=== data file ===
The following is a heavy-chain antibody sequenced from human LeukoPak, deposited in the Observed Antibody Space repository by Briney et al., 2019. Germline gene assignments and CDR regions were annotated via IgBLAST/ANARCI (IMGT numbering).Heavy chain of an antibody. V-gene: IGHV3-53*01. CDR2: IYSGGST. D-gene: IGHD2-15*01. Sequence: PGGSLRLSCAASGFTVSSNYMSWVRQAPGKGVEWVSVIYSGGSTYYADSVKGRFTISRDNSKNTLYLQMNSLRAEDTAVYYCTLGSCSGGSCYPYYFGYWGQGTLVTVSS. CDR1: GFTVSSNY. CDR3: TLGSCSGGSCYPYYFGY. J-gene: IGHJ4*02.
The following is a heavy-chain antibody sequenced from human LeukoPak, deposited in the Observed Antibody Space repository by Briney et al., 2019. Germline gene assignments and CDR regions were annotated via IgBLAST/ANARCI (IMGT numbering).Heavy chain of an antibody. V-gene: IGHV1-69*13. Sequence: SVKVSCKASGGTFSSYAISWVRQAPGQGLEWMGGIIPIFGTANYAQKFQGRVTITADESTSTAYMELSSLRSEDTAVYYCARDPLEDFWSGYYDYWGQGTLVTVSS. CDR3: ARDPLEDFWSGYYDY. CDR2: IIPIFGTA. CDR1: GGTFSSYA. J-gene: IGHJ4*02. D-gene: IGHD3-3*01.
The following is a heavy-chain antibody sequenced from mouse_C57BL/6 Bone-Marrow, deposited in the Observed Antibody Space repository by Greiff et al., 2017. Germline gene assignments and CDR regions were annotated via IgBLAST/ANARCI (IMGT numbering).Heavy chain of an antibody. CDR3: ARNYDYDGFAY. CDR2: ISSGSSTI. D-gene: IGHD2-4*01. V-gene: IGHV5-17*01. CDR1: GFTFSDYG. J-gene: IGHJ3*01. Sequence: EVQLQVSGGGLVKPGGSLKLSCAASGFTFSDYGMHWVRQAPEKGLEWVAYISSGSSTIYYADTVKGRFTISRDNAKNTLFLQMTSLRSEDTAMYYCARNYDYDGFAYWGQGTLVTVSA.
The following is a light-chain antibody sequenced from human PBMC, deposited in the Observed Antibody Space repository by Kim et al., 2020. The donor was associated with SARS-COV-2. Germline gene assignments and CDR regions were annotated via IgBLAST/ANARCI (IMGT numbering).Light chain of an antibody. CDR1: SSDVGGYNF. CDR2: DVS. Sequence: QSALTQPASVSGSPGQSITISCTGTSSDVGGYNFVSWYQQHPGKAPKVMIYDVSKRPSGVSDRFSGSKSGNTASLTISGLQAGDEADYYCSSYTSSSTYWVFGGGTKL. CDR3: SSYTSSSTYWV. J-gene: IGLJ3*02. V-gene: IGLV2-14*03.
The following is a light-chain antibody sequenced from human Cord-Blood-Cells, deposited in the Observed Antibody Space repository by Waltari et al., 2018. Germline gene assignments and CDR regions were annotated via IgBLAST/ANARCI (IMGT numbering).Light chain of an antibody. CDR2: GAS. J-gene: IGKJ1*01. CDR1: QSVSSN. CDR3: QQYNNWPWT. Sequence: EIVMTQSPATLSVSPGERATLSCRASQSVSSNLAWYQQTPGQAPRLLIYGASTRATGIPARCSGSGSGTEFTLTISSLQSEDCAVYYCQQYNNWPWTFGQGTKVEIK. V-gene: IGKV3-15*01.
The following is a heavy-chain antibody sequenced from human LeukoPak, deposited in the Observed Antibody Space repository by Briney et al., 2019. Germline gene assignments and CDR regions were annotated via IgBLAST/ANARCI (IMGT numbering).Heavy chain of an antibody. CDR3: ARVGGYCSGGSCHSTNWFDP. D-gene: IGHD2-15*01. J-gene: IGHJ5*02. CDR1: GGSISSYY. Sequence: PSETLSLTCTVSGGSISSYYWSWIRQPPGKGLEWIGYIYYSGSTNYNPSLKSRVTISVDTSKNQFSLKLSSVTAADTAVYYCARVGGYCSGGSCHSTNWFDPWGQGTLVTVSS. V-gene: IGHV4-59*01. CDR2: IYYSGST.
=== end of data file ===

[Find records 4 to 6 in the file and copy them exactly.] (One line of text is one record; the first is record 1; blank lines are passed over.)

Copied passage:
The following is a light-chain antibody sequenced from human PBMC, deposited in the Observed Antibody Space repository by Kim et al., 2020. The donor was associated with SARS-COV-2. Germline gene assignments and CDR regions were annotated via IgBLAST/ANARCI (IMGT numbering).Light chain of an antibody. CDR1: SSDVGGYNF. CDR2: DVS. Sequence: QSALTQPASVSGSPGQSITISCTGTSSDVGGYNFVSWYQQHPGKAPKVMIYDVSKRPSGVSDRFSGSKSGNTASLTISGLQAGDEADYYCSSYTSSSTYWVFGGGTKL. CDR3: SSYTSSSTYWV. J-gene: IGLJ3*02. V-gene: IGLV2-14*03.
The following is a light-chain antibody sequenced from human Cord-Blood-Cells, deposited in the Observed Antibody Space repository by Waltari et al., 2018. Germline gene assignments and CDR regions were annotated via IgBLAST/ANARCI (IMGT numbering).Light chain of an antibody. CDR2: GAS. J-gene: IGKJ1*01. CDR1: QSVSSN. CDR3: QQYNNWPWT. Sequence: EIVMTQSPATLSVSPGERATLSCRASQSVSSNLAWYQQTPGQAPRLLIYGASTRATGIPARCSGSGSGTEFTLTISSLQSEDCAVYYCQQYNNWPWTFGQGTKVEIK. V-gene: IGKV3-15*01.
The following is a heavy-chain antibody sequenced from human LeukoPak, deposited in the Observed Antibody Space repository by Briney et al., 2019. Germline gene assignments and CDR regions were annotated via IgBLAST/ANARCI (IMGT numbering).Heavy chain of an antibody. CDR3: ARVGGYCSGGSCHSTNWFDP. D-gene: IGHD2-15*01. J-gene: IGHJ5*02. CDR1: GGSISSYY. Sequence: PSETLSLTCTVSGGSISSYYWSWIRQPPGKGLEWIGYIYYSGSTNYNPSLKSRVTISVDTSKNQFSLKLSSVTAADTAVYYCARVGGYCSGGSCHSTNWFDPWGQGTLVTVSS. V-gene: IGHV4-59*01. CDR2: IYYSGST.